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I'm learning more about dimensions in multivariable calc, and have been able to make connections by studying level curves and level surfaces. I've learned that a function of 2 variables is really a 2 dimensional object and we can view and perceive it as 3D by looking at it in 3 space. A function of 3 variables is a 3 dimensional object but we cannot perceive this because it would require us to view it in 4 dimensions, but we can view special cases by drawing level surfaces.

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2 Answers 2

The real question is how you view the space. You must separate these ideas as you think about the question of what a space is:

  • parametric viewpoint: $t \rightarrow (x(t),y(t))$ is a curve. For each value of $t$ we obtain a point on the curve $C$.
  • implicit viewpoint: $F(x,y)=k$. The curve is the set of all $(x,y)$ which solve the equation $F(x,y)=k$.

Let me give a specific example, $t \mapsto (\cos t, \sin t)$ parametrizes a circle $C$. On the other hand, the circle could be viewed as the solution set of $F(x,y)=x^2+y^2=1$. The solution set viewpoint involves a single function of two variables $x,y$ whereas the parametric viewpoint requires two functions of a single variable $t$. Each viewpoint has its merits and you must learn to converse in both.

Moving on to the question of a surface in three dimensions. We again have two viewpoints:

  • parametric: describe $S \subset \mathbb{R}^3$ by $(u,v) \mapsto X(u,v) = (x(u,v),y(u,v),z(u,v))$. Here three functions of the two parameters $u,v$ describe $S$.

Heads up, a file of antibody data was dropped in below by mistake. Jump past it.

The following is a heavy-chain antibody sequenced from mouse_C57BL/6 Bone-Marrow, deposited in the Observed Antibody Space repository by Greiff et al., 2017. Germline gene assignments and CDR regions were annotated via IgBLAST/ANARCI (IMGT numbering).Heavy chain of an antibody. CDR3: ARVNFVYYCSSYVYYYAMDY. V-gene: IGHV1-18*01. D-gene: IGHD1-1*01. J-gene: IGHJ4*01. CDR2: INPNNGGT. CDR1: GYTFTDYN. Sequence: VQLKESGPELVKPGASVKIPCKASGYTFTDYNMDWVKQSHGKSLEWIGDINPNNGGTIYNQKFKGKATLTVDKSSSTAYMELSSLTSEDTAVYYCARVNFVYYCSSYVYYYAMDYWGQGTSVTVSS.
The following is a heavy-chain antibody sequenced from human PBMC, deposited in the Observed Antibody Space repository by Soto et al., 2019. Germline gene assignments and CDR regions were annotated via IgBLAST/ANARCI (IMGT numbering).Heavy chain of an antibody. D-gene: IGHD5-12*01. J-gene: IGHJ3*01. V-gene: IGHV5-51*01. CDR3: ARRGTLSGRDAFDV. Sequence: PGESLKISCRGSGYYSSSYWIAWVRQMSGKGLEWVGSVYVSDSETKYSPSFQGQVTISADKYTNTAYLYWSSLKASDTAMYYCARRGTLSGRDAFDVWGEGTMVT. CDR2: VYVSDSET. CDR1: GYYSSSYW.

• implicit: describe $S \subset \mathbb{R}^3$ as the solution set of $F(x,y,z) = k$. Here one function of three variables describes $S$.

Advantage of the parametric viewpoint, tangents to $S$ are really easy to find. Advantage of the implicit viewpoint, normals to $S$ are really easy to find.

Now, we primarily school students in how to understand graphs of the form $y=f(x)$. These in my view are a sort of middle ground: it is easy to describe $\text{graph}(f)$ either parametrically or implicitly: $$ F(x,y) = y-f(x)=0 \qquad \& \qquad x \mapsto (x,f(x))$$

I think of it this way:

  • parametrically, the dimension of the space is the number of parameters. It doesn't matter if you're mapping into $\mathbb{R}^2$ or $\mathbb{R}^{42}$ or a more abstract space.
  • implicitly, the dimension of the object described depends on the number of independent constraints placed on the ambient context. If you're studying an object in $\mathbb{R}^3$ and you have two equations then that leaves a one dimensional object (for example, the symmetric equations for a line). Or, for a level surface, you have one condition in three variables hence two-dimensions remain.

Both of these comments assume certain technical details, but this is roughly it.

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Your intuition is basically right: just make sure you don't confuse the notions of a function and the graph of a function. A function of two variables is not a surface; the graph of such a function is a surface.

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